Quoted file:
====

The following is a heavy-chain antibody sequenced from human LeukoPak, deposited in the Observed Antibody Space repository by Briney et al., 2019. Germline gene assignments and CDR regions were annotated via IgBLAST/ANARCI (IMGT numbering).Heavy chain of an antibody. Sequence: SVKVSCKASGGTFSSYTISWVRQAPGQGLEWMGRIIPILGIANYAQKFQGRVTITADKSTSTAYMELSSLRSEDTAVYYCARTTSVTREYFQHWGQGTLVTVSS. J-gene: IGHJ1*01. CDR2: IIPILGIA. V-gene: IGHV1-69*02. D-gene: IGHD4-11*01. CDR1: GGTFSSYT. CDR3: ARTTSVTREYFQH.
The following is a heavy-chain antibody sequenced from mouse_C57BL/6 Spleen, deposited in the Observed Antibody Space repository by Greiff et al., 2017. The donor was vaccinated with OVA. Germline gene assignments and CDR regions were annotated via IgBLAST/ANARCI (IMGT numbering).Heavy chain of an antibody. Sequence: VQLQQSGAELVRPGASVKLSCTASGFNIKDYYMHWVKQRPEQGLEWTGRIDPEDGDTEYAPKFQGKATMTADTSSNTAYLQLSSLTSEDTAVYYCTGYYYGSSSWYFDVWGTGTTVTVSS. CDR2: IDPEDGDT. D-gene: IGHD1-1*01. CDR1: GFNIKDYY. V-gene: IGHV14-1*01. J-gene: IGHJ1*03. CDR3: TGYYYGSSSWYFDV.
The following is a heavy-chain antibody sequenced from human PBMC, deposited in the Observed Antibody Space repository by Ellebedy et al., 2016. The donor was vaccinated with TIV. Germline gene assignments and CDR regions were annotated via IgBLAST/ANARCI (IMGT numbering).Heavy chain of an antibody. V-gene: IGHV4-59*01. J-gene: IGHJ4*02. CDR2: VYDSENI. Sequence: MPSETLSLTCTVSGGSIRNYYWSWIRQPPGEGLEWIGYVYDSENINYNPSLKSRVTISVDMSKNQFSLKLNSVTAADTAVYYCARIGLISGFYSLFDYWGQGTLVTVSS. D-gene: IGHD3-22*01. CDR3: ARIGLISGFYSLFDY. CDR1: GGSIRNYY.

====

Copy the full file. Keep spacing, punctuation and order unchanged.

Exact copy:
The following is a heavy-chain antibody sequenced from human LeukoPak, deposited in the Observed Antibody Space repository by Briney et al., 2019. Germline gene assignments and CDR regions were annotated via IgBLAST/ANARCI (IMGT numbering).Heavy chain of an antibody. Sequence: SVKVSCKASGGTFSSYTISWVRQAPGQGLEWMGRIIPILGIANYAQKFQGRVTITADKSTSTAYMELSSLRSEDTAVYYCARTTSVTREYFQHWGQGTLVTVSS. J-gene: IGHJ1*01. CDR2: IIPILGIA. V-gene: IGHV1-69*02. D-gene: IGHD4-11*01. CDR1: GGTFSSYT. CDR3: ARTTSVTREYFQH.
The following is a heavy-chain antibody sequenced from mouse_C57BL/6 Spleen, deposited in the Observed Antibody Space repository by Greiff et al., 2017. The donor was vaccinated with OVA. Germline gene assignments and CDR regions were annotated via IgBLAST/ANARCI (IMGT numbering).Heavy chain of an antibody. Sequence: VQLQQSGAELVRPGASVKLSCTASGFNIKDYYMHWVKQRPEQGLEWTGRIDPEDGDTEYAPKFQGKATMTADTSSNTAYLQLSSLTSEDTAVYYCTGYYYGSSSWYFDVWGTGTTVTVSS. CDR2: IDPEDGDT. D-gene: IGHD1-1*01. CDR1: GFNIKDYY. V-gene: IGHV14-1*01. J-gene: IGHJ1*03. CDR3: TGYYYGSSSWYFDV.
The following is a heavy-chain antibody sequenced from human PBMC, deposited in the Observed Antibody Space repository by Ellebedy et al., 2016. The donor was vaccinated with TIV. Germline gene assignments and CDR regions were annotated via IgBLAST/ANARCI (IMGT numbering).Heavy chain of an antibody. V-gene: IGHV4-59*01. J-gene: IGHJ4*02. CDR2: VYDSENI. Sequence: MPSETLSLTCTVSGGSIRNYYWSWIRQPPGEGLEWIGYVYDSENINYNPSLKSRVTISVDMSKNQFSLKLNSVTAADTAVYYCARIGLISGFYSLFDYWGQGTLVTVSS. D-gene: IGHD3-22*01. CDR3: ARIGLISGFYSLFDY. CDR1: GGSIRNYY.